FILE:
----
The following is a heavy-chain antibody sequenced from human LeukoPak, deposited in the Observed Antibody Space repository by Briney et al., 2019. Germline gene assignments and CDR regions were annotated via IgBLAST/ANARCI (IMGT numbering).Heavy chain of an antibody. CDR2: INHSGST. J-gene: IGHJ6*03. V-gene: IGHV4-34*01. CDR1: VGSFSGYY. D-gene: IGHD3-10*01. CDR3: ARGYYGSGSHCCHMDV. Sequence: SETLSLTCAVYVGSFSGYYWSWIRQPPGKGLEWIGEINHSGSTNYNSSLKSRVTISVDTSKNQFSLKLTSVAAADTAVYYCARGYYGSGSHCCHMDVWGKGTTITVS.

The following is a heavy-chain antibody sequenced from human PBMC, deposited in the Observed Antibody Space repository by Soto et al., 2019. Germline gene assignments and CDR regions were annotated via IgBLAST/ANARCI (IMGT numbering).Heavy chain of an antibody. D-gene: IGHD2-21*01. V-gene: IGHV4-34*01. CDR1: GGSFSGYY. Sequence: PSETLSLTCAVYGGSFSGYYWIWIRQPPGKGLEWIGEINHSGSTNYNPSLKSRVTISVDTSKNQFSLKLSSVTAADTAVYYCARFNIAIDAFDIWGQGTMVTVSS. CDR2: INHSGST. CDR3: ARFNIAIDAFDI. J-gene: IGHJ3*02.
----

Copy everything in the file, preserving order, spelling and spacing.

The following is a heavy-chain antibody sequenced from human LeukoPak, deposited in the Observed Antibody Space repository by Briney et al., 2019. Germline gene assignments and CDR regions were annotated via IgBLAST/ANARCI (IMGT numbering).Heavy chain of an antibody. CDR2: INHSGST. J-gene: IGHJ6*03. V-gene: IGHV4-34*01. CDR1: VGSFSGYY. D-gene: IGHD3-10*01. CDR3: ARGYYGSGSHCCHMDV. Sequence: SETLSLTCAVYVGSFSGYYWSWIRQPPGKGLEWIGEINHSGSTNYNSSLKSRVTISVDTSKNQFSLKLTSVAAADTAVYYCARGYYGSGSHCCHMDVWGKGTTITVS.

The following is a heavy-chain antibody sequenced from human PBMC, deposited in the Observed Antibody Space repository by Soto et al., 2019. Germline gene assignments and CDR regions were annotated via IgBLAST/ANARCI (IMGT numbering).Heavy chain of an antibody. D-gene: IGHD2-21*01. V-gene: IGHV4-34*01. CDR1: GGSFSGYY. Sequence: PSETLSLTCAVYGGSFSGYYWIWIRQPPGKGLEWIGEINHSGSTNYNPSLKSRVTISVDTSKNQFSLKLSSVTAADTAVYYCARFNIAIDAFDIWGQGTMVTVSS. CDR2: INHSGST. CDR3: ARFNIAIDAFDI. J-gene: IGHJ3*02.